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Media collection managers for Linux

Posted by: Anonymous [ip: 24.86.15.174] on February 23, 2008 12:19 AM
Is there a video file catalog program that would catalog local files and also allow you to launch them?

Ideally this should be part of a video player, the same way as audio players also catalog your local music collection.

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Re: Media collection managers for Linux

Posted by: Anonymous [ip: 74.236.242.9] on February 23, 2008 01:51 AM
I'm currently using GCStar for just this purpose. For each entry you put in your collections, it allows you to select a file. When you click "Play," it opens the file in your system's default media player. Granted, it's not exactly a tidy, all-in-one solution a la` Amarok, but it does the job for me.

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Media collection managers for Linux

Posted by: Anonymous [ip: 172.16.70.7] on February 23, 2008 01:24 AM
I'm partial to jinzora

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Media collection managers for Linux

Posted by: Anonymous [ip: 194.105.103.30] on February 23, 2008 06:25 PM
i manage my music-collection via amarok's superb collection thingie <:

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Media collection managers for Linux

Posted by: Anonymous [ip: 192.168.0.29] on February 23, 2008 08:04 PM
There is another cataloguer in the style of gtkatalog, gnomecatalog.
http://gnomecatalog.sf.net

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more context framing

Posted by: Anonymous [ip: 66.122.165.196] on February 23, 2008 10:24 PM
..it's context all the way down. This isn'nt the lucus chronical..nooo not the lucus chronical. No it's not the lucus chronical..that vile beast..I only have one life to live so that colledge kid with the beany and lap top will just have to wait. You might not like it but for now untill the world changes thats just how the world turns. (maybe next time) Allthough the cpu has abstracted mechanism into software, word processor vs. typewriter, there may be value in having literaly multiple windows. Using the picture frame displays, if they had touch screens and I/O connectivity with a computer (router, firewall) they could provide isolation allowing an important work or a secure or business environment to be separated from an online connection. Well thats about all I have to say, I wonder if colleges offer couses in callage - thats all there is.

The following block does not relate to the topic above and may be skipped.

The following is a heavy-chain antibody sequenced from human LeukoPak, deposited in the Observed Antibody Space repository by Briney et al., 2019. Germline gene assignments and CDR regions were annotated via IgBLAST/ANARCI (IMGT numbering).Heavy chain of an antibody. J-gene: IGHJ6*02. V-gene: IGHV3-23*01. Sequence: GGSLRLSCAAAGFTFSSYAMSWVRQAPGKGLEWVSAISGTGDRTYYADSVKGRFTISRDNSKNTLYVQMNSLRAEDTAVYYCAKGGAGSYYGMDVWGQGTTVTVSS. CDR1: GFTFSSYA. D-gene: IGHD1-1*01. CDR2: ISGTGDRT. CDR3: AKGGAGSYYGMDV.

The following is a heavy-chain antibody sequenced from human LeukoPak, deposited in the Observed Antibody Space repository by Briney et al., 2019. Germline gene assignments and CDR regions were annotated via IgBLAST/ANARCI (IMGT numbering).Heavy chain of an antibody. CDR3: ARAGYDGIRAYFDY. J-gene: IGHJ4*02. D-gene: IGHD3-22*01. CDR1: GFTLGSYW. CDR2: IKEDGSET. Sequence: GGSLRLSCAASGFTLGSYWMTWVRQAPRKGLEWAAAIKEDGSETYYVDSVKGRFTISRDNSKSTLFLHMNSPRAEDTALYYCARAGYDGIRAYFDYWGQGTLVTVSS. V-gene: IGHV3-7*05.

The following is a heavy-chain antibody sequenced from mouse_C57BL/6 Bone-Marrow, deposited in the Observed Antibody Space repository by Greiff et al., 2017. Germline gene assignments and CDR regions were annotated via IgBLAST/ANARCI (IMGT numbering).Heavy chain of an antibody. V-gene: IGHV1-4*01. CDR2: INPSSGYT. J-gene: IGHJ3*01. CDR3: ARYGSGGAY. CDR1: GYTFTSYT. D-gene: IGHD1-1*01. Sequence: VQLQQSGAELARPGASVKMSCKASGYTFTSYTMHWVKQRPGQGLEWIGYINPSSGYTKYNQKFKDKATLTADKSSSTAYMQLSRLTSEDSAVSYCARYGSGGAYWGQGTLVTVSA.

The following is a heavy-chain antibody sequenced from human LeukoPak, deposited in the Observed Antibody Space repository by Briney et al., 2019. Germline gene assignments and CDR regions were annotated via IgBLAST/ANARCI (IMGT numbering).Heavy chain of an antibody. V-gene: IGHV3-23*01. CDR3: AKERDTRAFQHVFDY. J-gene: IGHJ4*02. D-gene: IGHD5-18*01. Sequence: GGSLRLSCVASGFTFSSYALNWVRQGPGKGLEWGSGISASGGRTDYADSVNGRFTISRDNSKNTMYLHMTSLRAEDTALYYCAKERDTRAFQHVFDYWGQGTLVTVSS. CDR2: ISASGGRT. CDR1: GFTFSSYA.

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Media collection managers for Linux

Posted by: Anonymous [ip: 193.254.61.192] on February 24, 2008 10:56 PM
I second GnomeCatalog. It's still early in development, but seems to be doing right all the things that cdcat (aka Hyper's) did half-way and never finished.

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Media collection managers for Linux

Posted by: Anonymous [ip: 80.96.178.2] on February 25, 2008 10:20 AM
Griffith is indeed a nice cataloging app. Thanks for the tip!

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Media collection managers for Linux

Posted by: Anonymous [ip: 195.250.202.227] on February 25, 2008 01:30 PM
I use cdfly because I started using it few years ago. It's similar to cdcat or gnome catalog.

http://cdfly.sourceforge.net/